Beam Delivery

Beam Delivery Devices

The successful implementation and use of OCT in clinical settings requires novel beam delivery systems that can address the wide range of applications for imaging different tissues. Portable beam delivery for clinical setting includes hand-held imaging probes, catheters, and imaging needles. The OCT imaging probes are to deliver and focus the optical light onto the tissue and collect the scattered radiation back to the interferometer of OCT system. In general, OCT imaging probe is comprised of three components: optical fiber, scanning mechanism and focusing lens. Optical light is delivered through the optical fiber while maintaining single mode and coherence, and then focused to a spot within the tissue specimen. Since OCT systems generate a single line of axial data through the sample at a time, a stationary focused beam in tissue enables single axial profile (1-D data set). In order to obtain a multi-dimensional OCT data set, it is necessary to steer the infrared beam laterally across the sample and compile the individual axial scan lines to form 2-D or 3-D images. In our laboratory, various optical beam delivery devices have been developed for real-time diagnosis of tissues, which provide tissue information as 1-D, 2-D and 3-D.

Beam delivery device for 1-D axial scan

(A) OCT needle probe to measure the refractive index of in vivo tissue and identify surgical margin in breast cancer rapidly. (B) Fiber-probe integrated into a video otoscope to perform simultaneous LCI depth-scanning into the middle ear and as well as CCD-based video imaging. (C) A LCI data from tympanic membrane and biofilm.

Beam delivery device for 2-D/3-D OCT images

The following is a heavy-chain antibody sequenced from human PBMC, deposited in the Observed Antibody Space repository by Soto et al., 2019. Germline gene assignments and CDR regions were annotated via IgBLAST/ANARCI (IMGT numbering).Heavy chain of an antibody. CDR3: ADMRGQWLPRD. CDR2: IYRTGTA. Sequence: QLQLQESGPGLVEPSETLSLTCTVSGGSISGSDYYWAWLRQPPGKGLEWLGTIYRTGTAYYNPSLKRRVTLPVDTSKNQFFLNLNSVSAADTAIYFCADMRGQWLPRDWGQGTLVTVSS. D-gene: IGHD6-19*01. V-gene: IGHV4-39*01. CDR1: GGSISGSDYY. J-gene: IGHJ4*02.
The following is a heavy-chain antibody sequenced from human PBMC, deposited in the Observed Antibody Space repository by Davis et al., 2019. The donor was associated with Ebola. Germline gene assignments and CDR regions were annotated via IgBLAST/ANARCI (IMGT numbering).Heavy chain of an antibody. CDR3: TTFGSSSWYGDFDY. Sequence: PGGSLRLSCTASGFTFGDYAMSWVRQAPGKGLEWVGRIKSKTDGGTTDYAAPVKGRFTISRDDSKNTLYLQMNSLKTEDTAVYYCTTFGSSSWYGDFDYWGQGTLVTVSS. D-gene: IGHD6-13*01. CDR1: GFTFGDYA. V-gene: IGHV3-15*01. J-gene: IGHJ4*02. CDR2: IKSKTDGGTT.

(A) Modified surgical microscope incorporating scanners for simultaneous white-light and OCT imaging of tissue in the open surgical field. (B) Schematic and photograph of an OCT catheter. OCT catheters can be up to several meters in length, and less than a millimeter in diameter. Micro-optics at the distal end focus and re-direct the light out at a right angle. The inner fiber and micro-optics are rotated or translated within a stationary transparent sheath to perform radial or linear OCT imaging, respectively.

(A) OCT needle probe designs for forward-directed axial-scan acquisition and side-directed OCT imaging performed by either rotating or translating the needle within the tissue. (B) Prototype OCT needle control unit featuring both rotational and translational mechanical scanning. (C) A representative radial-OCT image from a needle probe.

(A) Photographs of handheld OCT scanner and lens mounts. In vitro 3D OCT images of a rat eye at (B) an angled view, and (C) a top view. (D-K) In vivo OCT and video images acquired from normal human tissue. (D) finger nail plate and fold, (E) uvula, (F) oral mucosa along gumline, (G) skin on arm, (H) cornea, (I) tympanic membrane in ear, (J) retina around fovea, (K) retina around optic nerve head. Abbreviations: NFL, nerve fiber layer; GCL, ganglion cell layer; INL, inner nuclear layer; ONL, outer nuclear layer; ELM, external limiting membrane; IS/OS, junction between the inner and outer segment of the photoreceptors; RPE, retinal pigment epithelium.

References

Zysk AM, Marks DL, Liu DY, Boppart SA. Needle-based reflection refractometry of scattering samples using coherence-gated detection. Optics Express, 15(8):4784-4794, 2007. n/a PDF
Boppart SA, Luo W, Marks DL, Singletary KW. Optical coherence tomography: feasibility for basic research and image-guided surgery of breast cancer. Breast Cancer Research and Treatment, 84:85-97 2004. PubMed
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